History of Soybeans and Soyfoods in Central Asia and Transcaucasia (1876-2021)

William Shurtleff, Akiko AoyagiISBN: 978-1-948436-64-9

Publication Date: 2021 Dec. 24

Number of References in Bibliography: 227

Earliest Reference:

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Brief Chronology of Soybeans and Soyfoods in Central Asia and Transcaucasia

1870 – Kazakhstan: Soybeans are first cultivated. One of the Chinese nationalities, the Dungan (the Russian term for the Hui, China’s second largest minority), resettled from Western China to the boundaries of the Semirechenski oblast’, which is inside today’s Kazakhstan. They brought with them many varieties of soybean, a crop that was unknown there at that time. They began to grow soybeans in small quantities. In a number of places this crop found a new homeland for itself, but only among the Dungans themselves – not among the Russians, Kazakhs, or Kirghiz (Lobanov 1934).

1873 – Transcaucasia: Prof. Friedrich Haberlandt of Vienna collects black soybeans from Transcaucasia at the Transcaucasia exhibit in the Vienna World Exposition. Transcaucasia is a region just south of the Caucasus Mountains roughly equal to that occupied in 2008 by the countries of Armenia, Azerbaijan, and Georgia. The soybeans were almost certainly cultivated in Transcaucasia since they were seen as being important enough to take to the world exposition (Haberlandt 1876, Feb. 26).

1898 – Republic of Georgia: Soybeans are cultivated in the agricultural school at Kutaisi (Wuchino 1901).

1901 – Wuchino, of Georgia, says that soybeans were first cultivated in Transcaucasia in the 1870s.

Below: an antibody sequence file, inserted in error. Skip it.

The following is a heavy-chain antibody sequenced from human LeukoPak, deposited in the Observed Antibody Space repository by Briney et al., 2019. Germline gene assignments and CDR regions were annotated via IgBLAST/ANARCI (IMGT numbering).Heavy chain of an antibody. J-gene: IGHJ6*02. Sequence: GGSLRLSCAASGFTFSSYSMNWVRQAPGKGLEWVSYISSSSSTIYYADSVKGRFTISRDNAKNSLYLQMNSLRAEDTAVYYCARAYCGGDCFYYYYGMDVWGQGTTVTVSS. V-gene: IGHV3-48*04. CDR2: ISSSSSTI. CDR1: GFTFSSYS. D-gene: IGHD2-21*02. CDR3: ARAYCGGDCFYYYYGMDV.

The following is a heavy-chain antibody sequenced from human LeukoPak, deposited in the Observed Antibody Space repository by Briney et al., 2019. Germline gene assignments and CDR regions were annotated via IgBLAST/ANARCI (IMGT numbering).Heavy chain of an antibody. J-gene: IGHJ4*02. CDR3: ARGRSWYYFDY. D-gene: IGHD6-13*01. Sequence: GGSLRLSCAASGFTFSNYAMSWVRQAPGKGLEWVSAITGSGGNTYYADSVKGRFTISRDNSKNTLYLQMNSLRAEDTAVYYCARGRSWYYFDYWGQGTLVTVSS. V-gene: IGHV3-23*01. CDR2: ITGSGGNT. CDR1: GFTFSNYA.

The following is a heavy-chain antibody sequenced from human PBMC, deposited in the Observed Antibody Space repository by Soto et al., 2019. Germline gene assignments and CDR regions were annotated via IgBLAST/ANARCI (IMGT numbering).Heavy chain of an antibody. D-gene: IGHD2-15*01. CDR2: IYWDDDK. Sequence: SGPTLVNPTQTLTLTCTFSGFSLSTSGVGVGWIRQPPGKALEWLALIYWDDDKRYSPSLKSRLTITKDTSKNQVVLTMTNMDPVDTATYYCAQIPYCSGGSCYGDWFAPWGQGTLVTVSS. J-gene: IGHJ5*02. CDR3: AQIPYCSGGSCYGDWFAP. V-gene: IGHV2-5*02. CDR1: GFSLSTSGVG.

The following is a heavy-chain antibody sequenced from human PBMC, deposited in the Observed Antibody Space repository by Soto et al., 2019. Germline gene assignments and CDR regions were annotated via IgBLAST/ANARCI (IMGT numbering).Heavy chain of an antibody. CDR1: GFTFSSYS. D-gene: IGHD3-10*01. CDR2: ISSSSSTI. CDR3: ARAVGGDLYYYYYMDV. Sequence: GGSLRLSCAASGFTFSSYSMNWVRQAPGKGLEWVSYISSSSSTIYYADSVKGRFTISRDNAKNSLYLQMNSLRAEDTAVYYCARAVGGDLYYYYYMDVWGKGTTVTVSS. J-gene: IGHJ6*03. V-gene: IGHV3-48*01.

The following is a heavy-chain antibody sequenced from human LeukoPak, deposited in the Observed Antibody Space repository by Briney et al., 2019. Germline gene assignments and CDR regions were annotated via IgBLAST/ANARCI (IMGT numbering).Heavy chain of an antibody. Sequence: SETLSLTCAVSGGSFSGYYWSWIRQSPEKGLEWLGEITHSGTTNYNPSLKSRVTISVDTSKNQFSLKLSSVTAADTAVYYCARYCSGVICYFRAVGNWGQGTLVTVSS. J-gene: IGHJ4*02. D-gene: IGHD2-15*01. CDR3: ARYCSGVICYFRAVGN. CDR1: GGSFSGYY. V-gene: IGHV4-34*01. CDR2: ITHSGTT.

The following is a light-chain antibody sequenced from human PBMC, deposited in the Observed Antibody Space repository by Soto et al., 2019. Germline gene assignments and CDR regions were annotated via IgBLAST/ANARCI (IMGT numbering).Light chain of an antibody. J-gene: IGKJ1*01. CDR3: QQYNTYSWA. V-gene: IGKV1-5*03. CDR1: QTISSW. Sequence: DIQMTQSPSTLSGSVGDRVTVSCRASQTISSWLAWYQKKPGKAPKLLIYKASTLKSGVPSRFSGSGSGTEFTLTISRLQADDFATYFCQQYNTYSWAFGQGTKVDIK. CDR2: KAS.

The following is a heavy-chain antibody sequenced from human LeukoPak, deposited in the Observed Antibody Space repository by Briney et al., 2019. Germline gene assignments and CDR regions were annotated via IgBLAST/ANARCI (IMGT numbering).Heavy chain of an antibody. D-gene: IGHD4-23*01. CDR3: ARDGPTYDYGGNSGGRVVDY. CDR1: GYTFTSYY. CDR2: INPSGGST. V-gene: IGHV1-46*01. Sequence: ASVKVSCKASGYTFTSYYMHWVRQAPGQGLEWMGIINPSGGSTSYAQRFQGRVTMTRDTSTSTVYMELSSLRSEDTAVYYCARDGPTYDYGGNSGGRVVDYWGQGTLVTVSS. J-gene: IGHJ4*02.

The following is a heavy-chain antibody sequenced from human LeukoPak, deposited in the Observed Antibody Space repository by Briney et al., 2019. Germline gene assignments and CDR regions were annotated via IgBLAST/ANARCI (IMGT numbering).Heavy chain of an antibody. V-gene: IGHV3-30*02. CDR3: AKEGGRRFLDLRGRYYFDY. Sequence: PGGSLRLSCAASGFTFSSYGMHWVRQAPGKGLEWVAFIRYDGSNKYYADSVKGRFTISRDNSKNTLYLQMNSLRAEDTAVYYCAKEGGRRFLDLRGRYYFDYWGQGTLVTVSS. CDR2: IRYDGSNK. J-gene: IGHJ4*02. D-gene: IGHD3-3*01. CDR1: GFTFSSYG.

1910 March – Soy coffee made by a firm named Argo or Argot is now being made at Sta. Quirili (Kurile), on the railroad from Batoum [probably Batumi] to Tiflis, Republic of Georgia. This is the earliest known commercial soy product made in Central Asia (Letter from Frank N. Meyer in Tiflis, 15 March 1915).

1911 – Soybeans are cultivated for a second time in the Republic of Georgia. 500 tons are shipped at a price of 1.10 rubles per pood. This price is very remunerative to farmers and, judging from the quantity of seed beans retained for planting, the next crop will amount to 16,000 tons. These are the first statistics given on soybean production in Central Asia. (Heingartner 1911).

1912 – Turkistan / Turkestan: Soybean varieties are introduced to the USA from Chinese Turkestan. They were probably being cultivated there at the time (USDA Bureau of Plant Industry, Inventory No. 28. See #38102-38104).

1918 – Turkey: In a report titled Reconstruction in Turkey, published after World War II, soybeans are recommended for crop rotation and as a soil builder (Hall 1918).

1930 – Armenia: Soybeans are first cultivated (Tedoradze 1963).

1931 – Azerbaijan: Soybeans are first cultivated (Tedoradze 1963).

1967 – Uzbekistan: Soybeans are first cultivated (Ivanov 1973).

1970 – Tajikistan: Soybeans are first cultivated (Karimov 1974).

1990 – Kazakhstan harvested 23,000 ha in 1990, 18,000 ha in 1991, and an estimated 19,000 ha in 1992.

1990 – Republic of Georgia harvested 8,000 ha in 1990, 6,000 ha in 1991, and an estimated 6,000 ha in 1992.

1990 – Azerbaijan harvested 1,000 ha in 1990, 1,000 ha in 1991, and an estimated 1,000F ha in 1992.

1995 – Uzbekistan: Soybeans start to be crushed. Statistics show the following amounts (in 1,000 metric tons) were crushed:

1995/96 = 100.

1996/97 = 100.

1997/98 = 175 (peak).

1998/99 = 120.

1999/2000 = 33.

2000/2001 = 54.

2001/2002 = 65.

2002/2003 = 70.

2003/2004 = 1.

2004/2005 = 5.

2005/2006 = 6.

2006/2007 = 5.

2007/2008 = 5.

These are the first soybeans crushed in Central Asia (USDA Foreign Agricultural Service database).

2006 – Tajikistan: Tofu is now being made and green vegetable soybeans are now being grown and consumed by ethnic Korean immigrants (Ashraf 2006).

2006 – Kazakhstan is the largest soybean producer in Central Asia with 48,000 tonnes (metric tons). Other Central Asian nations with relatively small soybean production are Georgia, Azerbaijan, Tajikistan, and Kyrgystan.

2021 Dec. – We believe that soybeans have been cultivated in all the nations of Central Asia and Transcaucasia (Southern Caucasus).

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